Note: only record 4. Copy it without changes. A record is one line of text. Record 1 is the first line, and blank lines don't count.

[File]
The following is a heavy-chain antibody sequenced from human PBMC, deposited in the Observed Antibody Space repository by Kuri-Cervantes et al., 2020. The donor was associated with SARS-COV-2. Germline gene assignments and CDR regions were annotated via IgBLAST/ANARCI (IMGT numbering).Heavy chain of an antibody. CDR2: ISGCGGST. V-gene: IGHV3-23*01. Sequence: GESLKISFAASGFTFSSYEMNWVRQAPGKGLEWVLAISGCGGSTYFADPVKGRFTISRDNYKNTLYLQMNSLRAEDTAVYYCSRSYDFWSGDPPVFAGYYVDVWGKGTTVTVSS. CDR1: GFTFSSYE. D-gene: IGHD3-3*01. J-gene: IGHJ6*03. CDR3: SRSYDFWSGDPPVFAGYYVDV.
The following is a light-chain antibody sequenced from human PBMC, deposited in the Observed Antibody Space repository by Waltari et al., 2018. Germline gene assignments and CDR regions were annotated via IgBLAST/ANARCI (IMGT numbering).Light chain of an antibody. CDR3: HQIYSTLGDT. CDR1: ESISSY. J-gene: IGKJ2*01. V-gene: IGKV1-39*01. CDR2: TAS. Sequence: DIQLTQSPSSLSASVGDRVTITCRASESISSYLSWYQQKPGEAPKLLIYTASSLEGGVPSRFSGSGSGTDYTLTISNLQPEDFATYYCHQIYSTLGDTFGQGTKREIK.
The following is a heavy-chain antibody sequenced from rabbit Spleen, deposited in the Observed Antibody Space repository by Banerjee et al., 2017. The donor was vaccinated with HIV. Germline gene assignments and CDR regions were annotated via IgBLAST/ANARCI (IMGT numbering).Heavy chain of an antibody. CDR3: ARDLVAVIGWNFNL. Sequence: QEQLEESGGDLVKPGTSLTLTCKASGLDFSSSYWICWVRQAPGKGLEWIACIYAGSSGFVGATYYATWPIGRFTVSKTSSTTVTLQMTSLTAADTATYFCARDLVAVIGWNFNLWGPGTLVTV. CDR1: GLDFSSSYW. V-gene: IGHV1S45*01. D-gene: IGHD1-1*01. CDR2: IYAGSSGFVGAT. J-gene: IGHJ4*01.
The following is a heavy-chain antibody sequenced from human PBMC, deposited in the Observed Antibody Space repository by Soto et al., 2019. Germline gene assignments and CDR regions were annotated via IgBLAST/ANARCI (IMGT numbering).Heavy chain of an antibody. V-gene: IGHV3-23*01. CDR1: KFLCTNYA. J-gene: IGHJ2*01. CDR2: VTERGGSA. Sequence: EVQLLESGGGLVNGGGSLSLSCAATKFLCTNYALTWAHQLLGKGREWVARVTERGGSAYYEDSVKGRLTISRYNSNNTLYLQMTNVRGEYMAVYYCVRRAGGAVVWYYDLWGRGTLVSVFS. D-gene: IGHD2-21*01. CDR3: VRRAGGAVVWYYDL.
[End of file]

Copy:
The following is a heavy-chain antibody sequenced from human PBMC, deposited in the Observed Antibody Space repository by Soto et al., 2019. Germline gene assignments and CDR regions were annotated via IgBLAST/ANARCI (IMGT numbering).Heavy chain of an antibody. V-gene: IGHV3-23*01. CDR1: KFLCTNYA. J-gene: IGHJ2*01. CDR2: VTERGGSA. Sequence: EVQLLESGGGLVNGGGSLSLSCAATKFLCTNYALTWAHQLLGKGREWVARVTERGGSAYYEDSVKGRLTISRYNSNNTLYLQMTNVRGEYMAVYYCVRRAGGAVVWYYDLWGRGTLVSVFS. D-gene: IGHD2-21*01. CDR3: VRRAGGAVVWYYDL.